2. Siddharth, I’ve wondered the same about the new world crops. Chillies were definitely cultivated a few generations earlier in the deccan than in the north. I can’t remember the historian (maybe jadunath sarkar), but there was an anecdote about how the during maratha expeditions in the north, their “addiction” to chillies was observed and til then a novelty. Some of the most prolific chilli growing regions are in the dry interiors of karnataka not too far from goa. Those plateau regions have climates not totally dissimilar to Mexico, and perhaps were more suited than the humid coasts with acidic soils. Later, through breeding or bringing more diverse cultivars, chilis was adapted to a wider range of climates.
      Potatoes are the thing that really strikes me for its disparate utilisation. In kerala and other coastal areas they took to a different new world tuber, cassava. I would definitely be interested in learning more about how the aloo conquered hindustan!

  9. How is cassava prepared in the South?

    Also what did North Indians eat before Mughals (and does anyone know what the ethnicity of the chefs in Mughal kitchens were?)?

    1. Cassava and Manioc (and Potatoes) are from South America.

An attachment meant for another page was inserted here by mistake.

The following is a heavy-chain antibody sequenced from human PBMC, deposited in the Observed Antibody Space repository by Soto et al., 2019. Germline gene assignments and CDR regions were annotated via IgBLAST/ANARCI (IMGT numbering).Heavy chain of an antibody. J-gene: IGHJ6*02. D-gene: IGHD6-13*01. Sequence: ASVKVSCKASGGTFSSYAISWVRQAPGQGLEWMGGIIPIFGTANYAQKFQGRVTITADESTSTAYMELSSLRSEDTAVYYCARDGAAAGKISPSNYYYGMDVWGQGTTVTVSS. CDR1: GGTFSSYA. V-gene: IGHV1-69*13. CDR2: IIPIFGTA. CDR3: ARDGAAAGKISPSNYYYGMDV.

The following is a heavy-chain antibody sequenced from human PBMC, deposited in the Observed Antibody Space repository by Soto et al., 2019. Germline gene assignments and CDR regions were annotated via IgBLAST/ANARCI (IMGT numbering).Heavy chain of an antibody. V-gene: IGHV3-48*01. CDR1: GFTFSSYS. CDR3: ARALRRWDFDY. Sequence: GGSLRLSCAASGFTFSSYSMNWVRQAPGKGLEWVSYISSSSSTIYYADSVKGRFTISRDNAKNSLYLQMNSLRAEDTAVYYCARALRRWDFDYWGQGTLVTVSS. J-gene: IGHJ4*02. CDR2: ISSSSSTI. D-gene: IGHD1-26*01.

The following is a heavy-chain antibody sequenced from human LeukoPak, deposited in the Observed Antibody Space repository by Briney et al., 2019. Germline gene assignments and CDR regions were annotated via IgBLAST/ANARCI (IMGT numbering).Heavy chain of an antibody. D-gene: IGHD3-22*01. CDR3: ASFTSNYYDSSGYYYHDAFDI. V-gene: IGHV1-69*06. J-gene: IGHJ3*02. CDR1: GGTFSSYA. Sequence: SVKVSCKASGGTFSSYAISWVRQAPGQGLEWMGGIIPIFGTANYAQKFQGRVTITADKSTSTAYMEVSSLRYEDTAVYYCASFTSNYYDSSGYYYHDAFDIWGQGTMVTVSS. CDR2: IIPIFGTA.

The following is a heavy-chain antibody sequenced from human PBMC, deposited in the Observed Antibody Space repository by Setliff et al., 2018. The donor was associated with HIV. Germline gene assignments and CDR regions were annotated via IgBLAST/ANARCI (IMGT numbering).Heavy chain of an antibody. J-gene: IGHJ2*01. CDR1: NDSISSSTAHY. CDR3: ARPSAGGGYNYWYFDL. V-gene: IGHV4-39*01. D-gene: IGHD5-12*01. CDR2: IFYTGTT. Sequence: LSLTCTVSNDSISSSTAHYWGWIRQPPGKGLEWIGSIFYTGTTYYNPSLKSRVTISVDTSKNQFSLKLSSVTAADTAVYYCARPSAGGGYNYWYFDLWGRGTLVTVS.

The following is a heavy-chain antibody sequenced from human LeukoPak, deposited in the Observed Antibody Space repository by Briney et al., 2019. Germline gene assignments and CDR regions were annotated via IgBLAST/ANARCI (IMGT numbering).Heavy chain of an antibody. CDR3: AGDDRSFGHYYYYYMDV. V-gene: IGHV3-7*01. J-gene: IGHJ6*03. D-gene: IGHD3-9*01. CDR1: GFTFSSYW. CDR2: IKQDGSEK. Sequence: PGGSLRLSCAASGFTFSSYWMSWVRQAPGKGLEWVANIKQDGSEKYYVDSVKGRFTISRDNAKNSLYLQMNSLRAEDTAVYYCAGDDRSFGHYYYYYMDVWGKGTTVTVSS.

Sri Lanka
      a) Just boiled with salt and eaten with grated coconut, or coconut sambol (i.e. red pepper, spices etc, or katta sambol (just redpepper and dried tuna) or Lunu miris (red pepper, onions lime etc).
      In this case manioc is the main/starch dish.

      b) As a curry, fried chips. Pretty much whatever way potato is prepared

      c) Dessert
      Coconut milk, sugar pudding.
      Not common.

  10. Is symbol related to the Indonesian dish?

    I’ve only had cassava fried from Peruvian chicken places. I can’t imagine a better way to eat them.

    1. Is symbol related to the Indonesian dish?
      For sure the words are related, sambal in Indonesian and Sambola in Sinhala
      Share many common words with Indonesian, eg Sarong, Sarama in Sinhala. Not lungi.

      A sambol is typically a relish where chopped and ground ingredients are mixed or blended together. While the recipe remains largely unchanged, from kitchen to kitchen, the ratios of the ingredients would change according to personal preference. Pol Sambola maybe the celebrity amongst the family of sambola that are a part of Sri Lankan cuisine, yet there many different types of sambola in the island. Sri Lankans love to flaunt their spices, and the delicious sambola provides ample opportunity to do so. Be warned, unless specified otherwise, sambola can at times be spicy enough to set your mouth on fire!


    2. cassava/tapioca is called kappa in malayalam i believe, and they make it a million different ways i suppose. I’ve seen it as a mash that can be had with fish curry. It can be fried up or steamed. Just search “kappa dishes kerala” or something like that and you’ll get sense.